Inspections, salespeople, activewear. Buying a home is not only a waste of a weekend but – pick the wrong place – and you could struggle the rest of your life.
A 2 million mortgage is not chump change.
However, speak to someone with a ~property portfolio~ and the way they talk it can start sounding like nothing. Worse: allow them to pressure you into buying before you’re ready (“rent money is dead money!”) that 2 million albatross could weigh you down the rest of your days.
Especially considering recent reports suggest investing in shares could be a better financial option than buying a house, you want to be savvy about when, where and why you purchase a property.
There are much better places to understand all that than here, however. What we’re here to talk about it today is one additional piece of advice every aspiring homeowner needs to hear (if not necessarily act on), on top of all that.
“Stop saving a big deposit, and stop looking in your local area.”
While you probably have a better understanding about the risks, environment and culture of your local area than other places (something the giver of the aforementioned advice arguably plays down), it’s also true that – if you live somewhere sought after – you probably can’t afford a property there.
Not easily at least.
Enter: Eddie Dilleeen, an ex housing commission resident who now owns 20 homes. Eddie recently spoke to News.com.au to give first home buyers a “brutal” reality check. Why? Because apparently we have the wrong mindset.
“A 28-year-old with 20 homes, acquired while working as a bartender and fast food cashier, says first home buyers have the wrong approach.”
Eddie’s 20 properties are spread around Australia, six bought in the last year, and “all up his empire is worth about $5.5 million-$6 million,” News.com.au wrote.
“People think it isn’t possible (buying 20 properties) but it is. You have to stop saving a big deposit, and stop looking in your local area,” he told News.com.au.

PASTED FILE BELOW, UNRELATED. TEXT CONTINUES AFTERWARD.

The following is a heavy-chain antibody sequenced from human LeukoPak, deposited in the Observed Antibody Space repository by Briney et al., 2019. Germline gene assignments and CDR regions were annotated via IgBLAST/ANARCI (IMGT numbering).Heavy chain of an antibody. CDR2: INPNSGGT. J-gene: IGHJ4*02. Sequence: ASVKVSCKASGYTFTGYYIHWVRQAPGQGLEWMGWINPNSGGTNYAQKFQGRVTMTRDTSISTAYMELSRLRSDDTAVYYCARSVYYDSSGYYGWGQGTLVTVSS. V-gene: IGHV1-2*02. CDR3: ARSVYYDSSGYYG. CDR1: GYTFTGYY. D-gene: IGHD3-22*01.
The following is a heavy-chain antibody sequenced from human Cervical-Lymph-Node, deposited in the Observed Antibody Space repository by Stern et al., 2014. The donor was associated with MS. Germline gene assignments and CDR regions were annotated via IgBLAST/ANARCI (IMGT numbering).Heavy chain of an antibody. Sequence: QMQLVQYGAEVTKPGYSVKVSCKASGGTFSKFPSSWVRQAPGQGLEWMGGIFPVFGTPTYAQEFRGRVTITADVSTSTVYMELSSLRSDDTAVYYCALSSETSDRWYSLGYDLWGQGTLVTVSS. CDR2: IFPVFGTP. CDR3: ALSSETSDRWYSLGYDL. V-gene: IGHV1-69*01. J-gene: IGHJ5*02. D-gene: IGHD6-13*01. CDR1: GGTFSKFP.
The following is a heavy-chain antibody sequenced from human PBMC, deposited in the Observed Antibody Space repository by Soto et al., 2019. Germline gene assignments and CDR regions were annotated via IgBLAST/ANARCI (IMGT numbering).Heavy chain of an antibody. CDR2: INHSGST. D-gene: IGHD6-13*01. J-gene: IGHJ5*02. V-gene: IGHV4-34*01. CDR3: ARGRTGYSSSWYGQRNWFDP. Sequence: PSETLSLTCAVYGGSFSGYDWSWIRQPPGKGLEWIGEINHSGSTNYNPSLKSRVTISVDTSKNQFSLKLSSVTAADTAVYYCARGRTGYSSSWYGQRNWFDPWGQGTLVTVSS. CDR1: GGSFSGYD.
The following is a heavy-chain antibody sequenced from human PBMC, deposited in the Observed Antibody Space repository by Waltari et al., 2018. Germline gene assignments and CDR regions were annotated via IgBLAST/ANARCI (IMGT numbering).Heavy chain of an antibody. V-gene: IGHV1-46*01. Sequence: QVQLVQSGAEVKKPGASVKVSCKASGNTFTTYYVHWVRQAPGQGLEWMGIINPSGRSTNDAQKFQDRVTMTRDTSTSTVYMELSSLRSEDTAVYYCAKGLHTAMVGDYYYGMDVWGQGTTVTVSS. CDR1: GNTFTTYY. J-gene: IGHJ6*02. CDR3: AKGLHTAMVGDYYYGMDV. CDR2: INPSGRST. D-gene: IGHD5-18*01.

Eddie reckons most inexperienced property buyers don’t capitalise on opportunities in the housing market because they only consider properties they wanted to live in, and only look close to where they live.
Most newbies also – Eddie says – cling to traditional methods of purchasing. Something he hopes you hearing his advice might change.
“You’re better off using a small deposit and paying lots of mortgage insurance so that you can get into the market quickly. It’s better than saving five years for a huge deposit because the growth in value will be faster than your ability to save,” he told News.com.au.
“Buying property should be about making money, not trying to save it.”
Further tips include:
- Buying in less popular areas, while continuing to rent where you want to live (“You can rent much better properties than you can buy. A Bondi rental could cost $700 a week, but will cost thousands a month to buy. If you rent, you can buy somewhere else and still get growth”)
- Checking out Brisbane for bargains (“It’s been held back since the global financial crisis so there are more opportunities for property to grow than in Sydney and Melbourne, which I think are plateauing”)
- Buy properties that rapidly grow in value
- Only purchase properties where the rent covers most, or all, of the mortgage costs
- Take emotion out of your purchasing
- Always buy existing properties that are undervalued, not new homes
- Make high rental returns a priority